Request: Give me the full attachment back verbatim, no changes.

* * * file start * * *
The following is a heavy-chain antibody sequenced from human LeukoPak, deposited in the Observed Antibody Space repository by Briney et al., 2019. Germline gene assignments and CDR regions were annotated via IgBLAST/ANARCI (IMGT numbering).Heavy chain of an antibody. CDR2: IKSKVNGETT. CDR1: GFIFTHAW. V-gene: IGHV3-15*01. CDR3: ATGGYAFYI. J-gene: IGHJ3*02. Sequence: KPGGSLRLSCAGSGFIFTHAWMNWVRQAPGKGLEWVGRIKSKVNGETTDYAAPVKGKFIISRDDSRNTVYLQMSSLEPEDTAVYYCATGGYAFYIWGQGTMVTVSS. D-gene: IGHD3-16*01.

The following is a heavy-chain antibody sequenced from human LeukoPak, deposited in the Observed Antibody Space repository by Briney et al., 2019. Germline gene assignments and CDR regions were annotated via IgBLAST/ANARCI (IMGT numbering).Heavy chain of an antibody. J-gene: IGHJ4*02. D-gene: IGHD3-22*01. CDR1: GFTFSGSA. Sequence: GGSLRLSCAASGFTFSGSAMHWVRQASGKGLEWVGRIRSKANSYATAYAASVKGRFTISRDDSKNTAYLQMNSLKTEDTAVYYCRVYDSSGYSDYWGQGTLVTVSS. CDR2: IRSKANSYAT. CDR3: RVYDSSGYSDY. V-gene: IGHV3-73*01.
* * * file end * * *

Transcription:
The following is a heavy-chain antibody sequenced from human LeukoPak, deposited in the Observed Antibody Space repository by Briney et al., 2019. Germline gene assignments and CDR regions were annotated via IgBLAST/ANARCI (IMGT numbering).Heavy chain of an antibody. CDR2: IKSKVNGETT. CDR1: GFIFTHAW. V-gene: IGHV3-15*01. CDR3: ATGGYAFYI. J-gene: IGHJ3*02. Sequence: KPGGSLRLSCAGSGFIFTHAWMNWVRQAPGKGLEWVGRIKSKVNGETTDYAAPVKGKFIISRDDSRNTVYLQMSSLEPEDTAVYYCATGGYAFYIWGQGTMVTVSS. D-gene: IGHD3-16*01.

The following is a heavy-chain antibody sequenced from human LeukoPak, deposited in the Observed Antibody Space repository by Briney et al., 2019. Germline gene assignments and CDR regions were annotated via IgBLAST/ANARCI (IMGT numbering).Heavy chain of an antibody. J-gene: IGHJ4*02. D-gene: IGHD3-22*01. CDR1: GFTFSGSA. Sequence: GGSLRLSCAASGFTFSGSAMHWVRQASGKGLEWVGRIRSKANSYATAYAASVKGRFTISRDDSKNTAYLQMNSLKTEDTAVYYCRVYDSSGYSDYWGQGTLVTVSS. CDR2: IRSKANSYAT. CDR3: RVYDSSGYSDY. V-gene: IGHV3-73*01.